The Saudi Palace Plot
In January 2015, Salman Bin Abdul-Aziz, took the throne following the death of his half-brother, Abdullah (A son of the founder Ibn Saud)
Behind-the-scenes a power struggle was taking place for King Salman to crown his son, Mohammed Bin Salman, a prince and name him his chosen successor.
This power struggle became public on November 4th 2017 when Salman and his son had more than a dozen princes and former high-level officials arrested, including a world-famous billionaire.
The reason for their detention is simple: Salman is trying to remove obstacles that could prevent Mohammed bin Salman from succeeding him.
King Salman is the first monarch in the history of the modern kingdom to buck this particular tradition. Usually, a successor is chosen by consensus among the sons of the founder of the kingdom.
But now that the second generation is nearly all dead, and now that there are too many third-generation princes to convene, it has become more difficult to choose who will become the next king.
He has bucked other traditions too. Salman has strengthened his son’s claim by bestowing on him sweeping powers over security and economic affairs.
Mohammed bin Salman is the defense minister, the head of a strategic economic council, controller of Saudi Aramco and, after Nov. 4, the chief of an anti-corruption agency.
And Salman did all this by removing from power his half brother and his nephew, both of whom were crown princes. He has also sidelined powerful members of the clerical and tribal establishments.
Some rumors suggest that the purges were made in response to a plot against Mohammed bin Salman. It’s unclear if that is actually the case.
But whether the rumors are true or whether the arrests were pre-emptive, the outcome is the same: There are fewer threats to a Mohammed bin Salman reign.
Arresting these individuals accomplishes two things. First, it guarantees their capitulation to Mohammed bin Salman.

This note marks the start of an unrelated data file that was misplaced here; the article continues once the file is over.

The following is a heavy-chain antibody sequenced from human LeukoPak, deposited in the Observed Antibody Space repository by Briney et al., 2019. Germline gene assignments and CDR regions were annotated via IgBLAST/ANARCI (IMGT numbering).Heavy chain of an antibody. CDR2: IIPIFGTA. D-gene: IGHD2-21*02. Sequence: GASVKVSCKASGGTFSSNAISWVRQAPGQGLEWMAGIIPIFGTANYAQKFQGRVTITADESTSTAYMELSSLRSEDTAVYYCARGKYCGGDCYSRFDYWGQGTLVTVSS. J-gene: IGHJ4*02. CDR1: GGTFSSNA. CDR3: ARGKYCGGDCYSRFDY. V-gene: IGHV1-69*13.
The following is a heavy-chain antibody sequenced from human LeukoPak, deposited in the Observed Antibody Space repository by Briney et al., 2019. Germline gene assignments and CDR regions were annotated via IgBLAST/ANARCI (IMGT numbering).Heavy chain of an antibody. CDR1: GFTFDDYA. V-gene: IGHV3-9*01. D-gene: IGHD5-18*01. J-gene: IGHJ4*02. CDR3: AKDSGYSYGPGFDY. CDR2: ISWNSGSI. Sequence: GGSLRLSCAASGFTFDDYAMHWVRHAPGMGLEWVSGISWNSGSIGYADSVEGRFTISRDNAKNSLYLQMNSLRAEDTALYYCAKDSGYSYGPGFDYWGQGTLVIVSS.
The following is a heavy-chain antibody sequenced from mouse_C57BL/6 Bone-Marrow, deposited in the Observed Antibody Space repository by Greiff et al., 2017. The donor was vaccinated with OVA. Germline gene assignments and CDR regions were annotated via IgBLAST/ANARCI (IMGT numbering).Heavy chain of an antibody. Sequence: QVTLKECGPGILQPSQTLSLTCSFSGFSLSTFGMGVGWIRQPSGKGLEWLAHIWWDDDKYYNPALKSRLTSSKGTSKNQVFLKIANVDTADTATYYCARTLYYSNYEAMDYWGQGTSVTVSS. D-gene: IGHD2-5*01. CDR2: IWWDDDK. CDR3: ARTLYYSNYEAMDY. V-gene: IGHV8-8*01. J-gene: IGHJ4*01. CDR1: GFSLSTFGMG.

Second, it gives the Salman faction more mileage out of the anti-corruption drive.
Between that and their attempts to secularise Muslims in Saudi, the king and his son are moving away from the traditional sources of support (clerics and tribal establishments) and toward new ones: popular appeal among the country’s youth, which makes up about two-thirds of the population.
They are using populism to inoculate themselves from the potential consequences of their power grab. In the process, though, they are inadvertently laying the foundations for the next crisis. Relying on popular support means they will be forced to enact more reforms than they actually want to – or are even capable of. Despots who try to be populists usually end up being neither and, in their failure, lose power.
It is too early to tell what will be the outcome of the power struggle. Whoever comes out on top will be unable to ignore the fact: that Saudi Arabia is a country in decline, largely because of low oil prices but also because of the general disarray in the Middle East.
In this context, then, the events of Nov. 4 are more than petty power grabs – they are attempts to make the country pliable enough to accept reforms at a time of increasing regional chaos.
The kingdom cannot both change its nature and hope to meet the external challenges at the same time. It has to consolidate at home before it can act effectively beyond its borders.
But this sequence of priorities is not a luxury that the Saudis enjoy. Their rivals, the Iranians are gaining ground, and they cannot simply focus on domestic politics.
Riyadh’s inability to deal with external threats, if anything, will only intensify its domestic ones. Even though the king and his son have the upper hand, an inability to effectively counter the Iranian threat could weaken their position at home and thus aggravate the infighting.
All of this is taking place in a broader geopolitical struggle in which America is attempting to maintain its political hegemony in the Middle East using Saudi Arabia as its chief proxy.
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